Mermaids and manatees. I’m not really sure how Christopher Columbus confused the mythical beauties with the blubbery sea cow–too long at sea perhaps–but the fact remains that Columbus was one of the first to discover the gentle giants that are as synonymous with Florida as the American Alligator and Atlantic Bottlenose Dolphin.
On a Sunday morning, Cori and I would be making our own discoveries by snorkeling with these carefree creatures. King’s Bay in Crystal River, Florida is one of the only places in the world where it is legal to swim with manatees without paying a hefty fine. I have seen many a manatee from various docks, and I even had a run in with a mating aggregation that you can read about here, but I have never been face to face with these thousand pound creatures.
I reserved our seats on the boat through American Pro Diving Center about four days prior to our trip. They offer trips at 7, 8:30, 12. Since we were driving from the Orlando area, we opted to reserve the 8:30 trip. A credit card is required to hold your reservation, but you can pay with any means you wish on the day of your trip.
By 6:45 we were in my car headed for Crystal Springs. It was an easy drive with little traffic so early on a Sunday morning. We arrived about 8:15. After signing waivers and credit card slips, we were directed to pick up our gear for the trip. Full wet suits, in nearly new condition, fins, masks and snorkels were all part of the package price. I opted to bring my own mask and snorkel. I knew we would be in fairly shallow water and may not even need fins, so I opted to use their fins while leaving mine at home.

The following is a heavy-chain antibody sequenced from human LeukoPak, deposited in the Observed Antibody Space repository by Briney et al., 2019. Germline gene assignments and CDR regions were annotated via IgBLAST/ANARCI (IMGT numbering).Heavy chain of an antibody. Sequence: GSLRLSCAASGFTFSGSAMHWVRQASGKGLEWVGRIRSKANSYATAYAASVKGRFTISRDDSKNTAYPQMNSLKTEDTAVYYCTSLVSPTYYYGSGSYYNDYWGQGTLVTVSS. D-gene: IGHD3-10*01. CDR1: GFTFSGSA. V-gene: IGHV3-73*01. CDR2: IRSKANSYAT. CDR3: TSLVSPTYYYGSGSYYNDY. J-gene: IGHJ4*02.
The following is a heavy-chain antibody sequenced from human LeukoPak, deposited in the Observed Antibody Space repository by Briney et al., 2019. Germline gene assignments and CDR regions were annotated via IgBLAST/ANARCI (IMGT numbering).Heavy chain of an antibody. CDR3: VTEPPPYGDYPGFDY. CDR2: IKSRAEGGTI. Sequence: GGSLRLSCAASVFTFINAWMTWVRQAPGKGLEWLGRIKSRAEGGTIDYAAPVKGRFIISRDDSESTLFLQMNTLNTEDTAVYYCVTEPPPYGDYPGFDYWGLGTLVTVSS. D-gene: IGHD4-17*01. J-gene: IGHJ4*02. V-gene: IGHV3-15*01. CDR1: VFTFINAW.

There were about 40 people signed up for the 8:30 tour. I worried that this would turn into chaos with 40 people trying to surround the one or two manatees we might see. Thankfully, after watching a required manatee interaction video, we were divided into two groups of about 20. This was still a fairly large group, but it turned out to be a non-issue for most of our water time.
The video took about seven minutes and explained numerous ways we were not allowed to interact with the manatees. Chasing, surrounding, swimming over, two-handed touching, feeding, riding, punching…the list went on with the do nots of manatee interactions. Basically, we were asked to be passive observers and remain floating at the top of the water. If the manatee chose to approach you, that was great.
Rules explained, it was back to our car to head to the dock. Parking was an additional five dollars. After everyone had paid, we finally boarded the boat. It was nearly 10 at this time. Captain Mike went over all the safety feature of our boat and we were off, at idle speed, to search for the mistaken mermaids.
Within about 10 minutes we saw our first snout sticking out of the water before quickly diving back down. This continued for about a half an hour. We would find a manatee, observe it from the boat before moving on. According to Captain Mike, we were looking for a manatee that was not going to swim off as soon as we all got in the water.